MSCs have a number of different ways in which they can modulate an inflammatory environment, including release of soluble factors, cross-talk mediated by surface proteins with immune cells as well as the release of extracellular vesicles (EVs). Immunomodulation by EVs is an exciting and novel mechanism by which the immune system may be controlled for therapeutic benefit and it provides great potential for regenerative medicine applications. Importantly, it highlights that EV, rather than the MSC alone, have therapeutic potential. A current challenge in the field is the production of MSC and EV that are optimally active for immunomodulation.

This PhD will expand on our initial studies by looking at how exposure to biomaterials affects MSCs release of immuno-modulatory EVs. MSCs will be cultured for extended periods on existing nanotopography biomaterials as well as on newer polymer based systems (through collaboration with the University of Glasgow). Polymer based biomaterials allow delivery of both an adhesive and soluble factor signal to the MSCs, and by changing the factor presented allows “tuning” of the system. Maintenance of naïve MSCs will be optimised using the polymer based systems and will be compared to cells grown on nanotopographies or cells treated with identified metabolites that promote immune-modulation. Changes to MSC physiology and phenotype will be assessed as well as immuno-suppressive function on T cell proliferation. Once optimal conditions have been established, EVs will be collected, characterised, phenotyped and their contents examined using established techniques at Aston. Effects of MSCs derived EVs on macrophage biology as well as T cell function will inform about the therapeutic potential of these cell products.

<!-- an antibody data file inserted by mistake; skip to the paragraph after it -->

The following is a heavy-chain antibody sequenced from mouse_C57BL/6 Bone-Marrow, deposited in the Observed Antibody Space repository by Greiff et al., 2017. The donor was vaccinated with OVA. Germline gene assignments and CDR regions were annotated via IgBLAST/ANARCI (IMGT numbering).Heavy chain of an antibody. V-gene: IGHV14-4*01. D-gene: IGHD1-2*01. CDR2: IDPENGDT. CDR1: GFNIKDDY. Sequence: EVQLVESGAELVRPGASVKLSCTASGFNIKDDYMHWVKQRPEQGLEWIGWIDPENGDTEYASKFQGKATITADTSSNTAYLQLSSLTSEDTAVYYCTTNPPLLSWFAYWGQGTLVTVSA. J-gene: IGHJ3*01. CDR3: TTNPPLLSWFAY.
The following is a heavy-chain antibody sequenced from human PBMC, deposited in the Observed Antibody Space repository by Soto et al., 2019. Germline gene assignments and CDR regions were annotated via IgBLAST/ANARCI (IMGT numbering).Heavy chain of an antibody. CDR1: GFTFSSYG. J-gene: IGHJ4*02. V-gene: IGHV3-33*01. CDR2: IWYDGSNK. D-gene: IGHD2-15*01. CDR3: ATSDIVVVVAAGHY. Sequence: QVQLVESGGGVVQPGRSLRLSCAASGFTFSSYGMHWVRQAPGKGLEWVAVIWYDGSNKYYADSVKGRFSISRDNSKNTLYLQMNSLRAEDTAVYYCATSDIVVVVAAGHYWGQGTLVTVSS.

To formally demonstrate the therapeutic translational potential of biomaterial educated MSCs and their EVs, the immuno-modulatory potential of cells or cell products will be assessed using in vivo models of inflammation. Depending on results from the in-vitro studies, we will us an appropriate model of inflammation (e.g. delayed type hypersensitivity for T cell responses, air pouch model for innate immune responses). More complex models disease associated models such as inflammatory arthritis may also be challenged with MSCs derived EVs in order to reveal how the inflammatory response is modulated.